- Once can function as an adverb, adjective, conjunction or noun
- Since yes, can also function as adverb. Since can also function as a conjunction or preposition
- After can function as a preposition, adverb, adjective noun and conjunction
You are correct in the overlap between once and since, they can both function as adverbs and conjunctions.
- [Once I made] a cake from meat or [I once made] a cake from meat - once is the adverb describing the verb 'to make'. The description is that it was made in the past tense, hence the past participle usage of 'to make'. Once describes a single isolated instance in the past.
- [Since I made] a cake from meat I felt ill or I made a cake from meat and have been feeling ill [since I made it] - since is the adverb describing the verb 'to make'. Since can link the past to the present, implying that you still feel ill
Note that since is the adverb of the verb "to make", but in the sentence "I made a cake from meat and have been feeling ill since I made the cake from meat" there are a lot of unnecessary duplicate words. This can be shortened to "ever since", "ever since then", "since then", "since that time". However, the word still functions as an adverb of made, linking that time with now. The phrase "I since made a cake" is not used because there is no way to link then and now. You need to say "since the time I made a cake from meat" - "I felt ill".
- Call me [once] you get there - same as above, linking the phrases in a finite sense.
- He has been calling me [since] he got there - same as above, linking the phrases in a continuous sense. He has called me and he is still trying calling me.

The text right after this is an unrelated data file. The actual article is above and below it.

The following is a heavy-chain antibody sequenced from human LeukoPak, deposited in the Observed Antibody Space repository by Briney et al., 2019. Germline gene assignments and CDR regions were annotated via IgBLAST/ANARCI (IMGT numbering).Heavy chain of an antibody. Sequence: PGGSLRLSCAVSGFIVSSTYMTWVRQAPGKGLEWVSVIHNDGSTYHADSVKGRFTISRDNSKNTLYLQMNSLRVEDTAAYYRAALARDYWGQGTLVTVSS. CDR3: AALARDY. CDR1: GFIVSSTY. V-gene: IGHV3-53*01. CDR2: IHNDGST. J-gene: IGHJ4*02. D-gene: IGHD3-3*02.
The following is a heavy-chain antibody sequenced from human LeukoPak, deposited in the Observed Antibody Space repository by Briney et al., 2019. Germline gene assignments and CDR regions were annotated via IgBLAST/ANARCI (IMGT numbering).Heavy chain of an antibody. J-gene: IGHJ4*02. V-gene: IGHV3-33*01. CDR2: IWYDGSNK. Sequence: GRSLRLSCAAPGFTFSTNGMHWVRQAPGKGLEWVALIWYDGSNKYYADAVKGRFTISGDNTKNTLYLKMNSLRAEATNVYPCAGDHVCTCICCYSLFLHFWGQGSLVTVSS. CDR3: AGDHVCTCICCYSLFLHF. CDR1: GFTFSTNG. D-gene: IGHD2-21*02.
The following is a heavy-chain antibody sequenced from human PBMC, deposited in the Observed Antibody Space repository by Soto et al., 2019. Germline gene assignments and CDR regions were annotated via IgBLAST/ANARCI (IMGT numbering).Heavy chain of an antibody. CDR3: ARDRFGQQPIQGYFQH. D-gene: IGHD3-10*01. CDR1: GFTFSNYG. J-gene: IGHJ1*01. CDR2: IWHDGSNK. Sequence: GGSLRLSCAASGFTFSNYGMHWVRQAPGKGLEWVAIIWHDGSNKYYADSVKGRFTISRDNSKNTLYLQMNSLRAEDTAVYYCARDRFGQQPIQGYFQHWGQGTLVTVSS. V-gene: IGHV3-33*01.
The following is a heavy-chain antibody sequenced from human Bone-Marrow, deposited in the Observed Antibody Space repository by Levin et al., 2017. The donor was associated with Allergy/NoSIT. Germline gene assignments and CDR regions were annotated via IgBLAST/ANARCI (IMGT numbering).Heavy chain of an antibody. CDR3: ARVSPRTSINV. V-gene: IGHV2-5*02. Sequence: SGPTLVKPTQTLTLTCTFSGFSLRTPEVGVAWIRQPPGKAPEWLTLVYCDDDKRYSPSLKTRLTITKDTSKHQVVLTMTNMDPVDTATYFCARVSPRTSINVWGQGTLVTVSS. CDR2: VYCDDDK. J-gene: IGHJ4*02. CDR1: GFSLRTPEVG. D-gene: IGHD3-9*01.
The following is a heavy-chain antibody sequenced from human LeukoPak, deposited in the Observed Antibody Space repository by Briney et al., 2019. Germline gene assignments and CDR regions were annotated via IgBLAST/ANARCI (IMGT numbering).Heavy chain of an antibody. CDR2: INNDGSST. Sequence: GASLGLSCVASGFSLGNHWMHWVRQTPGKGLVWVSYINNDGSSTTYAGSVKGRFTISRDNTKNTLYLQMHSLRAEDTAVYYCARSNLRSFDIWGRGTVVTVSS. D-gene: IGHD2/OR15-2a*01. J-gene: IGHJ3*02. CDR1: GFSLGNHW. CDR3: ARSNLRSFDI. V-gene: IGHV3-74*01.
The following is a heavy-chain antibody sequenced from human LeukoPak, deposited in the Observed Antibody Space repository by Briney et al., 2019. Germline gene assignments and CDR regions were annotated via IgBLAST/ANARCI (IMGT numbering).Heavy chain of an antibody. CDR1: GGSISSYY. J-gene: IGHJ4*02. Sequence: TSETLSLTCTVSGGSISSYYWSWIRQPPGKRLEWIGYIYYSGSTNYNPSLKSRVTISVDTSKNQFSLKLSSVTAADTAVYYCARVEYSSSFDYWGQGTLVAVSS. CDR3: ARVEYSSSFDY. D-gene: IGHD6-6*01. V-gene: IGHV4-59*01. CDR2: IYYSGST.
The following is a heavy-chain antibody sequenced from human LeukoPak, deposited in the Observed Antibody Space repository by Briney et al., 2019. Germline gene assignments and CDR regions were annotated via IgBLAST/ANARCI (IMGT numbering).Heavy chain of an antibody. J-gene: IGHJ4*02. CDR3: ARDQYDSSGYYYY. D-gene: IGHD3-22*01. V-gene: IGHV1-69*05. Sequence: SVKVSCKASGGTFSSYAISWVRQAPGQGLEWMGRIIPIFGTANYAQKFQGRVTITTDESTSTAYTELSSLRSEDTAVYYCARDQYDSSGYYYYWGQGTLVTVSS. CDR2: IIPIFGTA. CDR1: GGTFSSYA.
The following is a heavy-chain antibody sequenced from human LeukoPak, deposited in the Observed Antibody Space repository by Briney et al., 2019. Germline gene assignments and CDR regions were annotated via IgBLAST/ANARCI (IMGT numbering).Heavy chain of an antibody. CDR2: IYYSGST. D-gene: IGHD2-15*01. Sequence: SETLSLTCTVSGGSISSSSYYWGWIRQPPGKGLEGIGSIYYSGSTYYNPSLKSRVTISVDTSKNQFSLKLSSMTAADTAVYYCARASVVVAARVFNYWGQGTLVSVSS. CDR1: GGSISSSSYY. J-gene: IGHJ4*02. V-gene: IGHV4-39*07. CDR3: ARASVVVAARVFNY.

This indicates a spatial, temporal, or other relationship. Since and After can both be used to indicate a temporal location.
- Since that time, since yesterday, since breakfast
- After that time, after tomorrow, after lunch
Again, since implies a past event that is still continuing and as such is often used with the Past, present and future perfect continuous tenses
Once however, does not really get used as a preposition because another preposition is often inserted to be more specific. For example, the prepositions are in bold:
- Once upon a time
- Once in my life
- Once on the planet earth
So to conclude, there are similarities between once and since, both describe time but once is finite and since is continuous.
I always thought of after as a straight forward preposition but looking at the dictionary definition it is indeed quite versatile and can be used as an adverb as well. "After I made the cake I felt ill". In this context it would mean "immediately after".